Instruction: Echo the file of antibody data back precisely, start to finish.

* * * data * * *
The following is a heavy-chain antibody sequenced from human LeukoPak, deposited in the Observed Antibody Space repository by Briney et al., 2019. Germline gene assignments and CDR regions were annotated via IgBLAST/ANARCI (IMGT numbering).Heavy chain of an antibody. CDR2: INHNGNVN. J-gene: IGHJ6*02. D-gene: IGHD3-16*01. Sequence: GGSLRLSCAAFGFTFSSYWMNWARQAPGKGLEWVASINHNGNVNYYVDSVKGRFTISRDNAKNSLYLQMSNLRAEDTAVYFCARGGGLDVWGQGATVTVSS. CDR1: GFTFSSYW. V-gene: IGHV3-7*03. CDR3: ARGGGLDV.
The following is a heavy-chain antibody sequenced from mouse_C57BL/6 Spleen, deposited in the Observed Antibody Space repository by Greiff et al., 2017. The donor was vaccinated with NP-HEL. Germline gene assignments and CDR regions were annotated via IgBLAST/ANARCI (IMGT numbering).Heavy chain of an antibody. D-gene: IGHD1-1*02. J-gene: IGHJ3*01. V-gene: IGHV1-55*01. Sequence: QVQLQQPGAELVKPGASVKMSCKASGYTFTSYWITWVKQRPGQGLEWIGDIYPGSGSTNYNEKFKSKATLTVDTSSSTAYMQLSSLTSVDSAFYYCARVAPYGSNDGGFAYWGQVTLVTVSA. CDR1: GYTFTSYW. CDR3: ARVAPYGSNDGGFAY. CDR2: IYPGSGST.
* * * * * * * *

The following is a heavy-chain antibody sequenced from human LeukoPak, deposited in the Observed Antibody Space repository by Briney et al., 2019. Germline gene assignments and CDR regions were annotated via IgBLAST/ANARCI (IMGT numbering).Heavy chain of an antibody. CDR2: INHNGNVN. J-gene: IGHJ6*02. D-gene: IGHD3-16*01. Sequence: GGSLRLSCAAFGFTFSSYWMNWARQAPGKGLEWVASINHNGNVNYYVDSVKGRFTISRDNAKNSLYLQMSNLRAEDTAVYFCARGGGLDVWGQGATVTVSS. CDR1: GFTFSSYW. V-gene: IGHV3-7*03. CDR3: ARGGGLDV.
The following is a heavy-chain antibody sequenced from mouse_C57BL/6 Spleen, deposited in the Observed Antibody Space repository by Greiff et al., 2017. The donor was vaccinated with NP-HEL. Germline gene assignments and CDR regions were annotated via IgBLAST/ANARCI (IMGT numbering).Heavy chain of an antibody. D-gene: IGHD1-1*02. J-gene: IGHJ3*01. V-gene: IGHV1-55*01. Sequence: QVQLQQPGAELVKPGASVKMSCKASGYTFTSYWITWVKQRPGQGLEWIGDIYPGSGSTNYNEKFKSKATLTVDTSSSTAYMQLSSLTSVDSAFYYCARVAPYGSNDGGFAYWGQVTLVTVSA. CDR1: GYTFTSYW. CDR3: ARVAPYGSNDGGFAY. CDR2: IYPGSGST.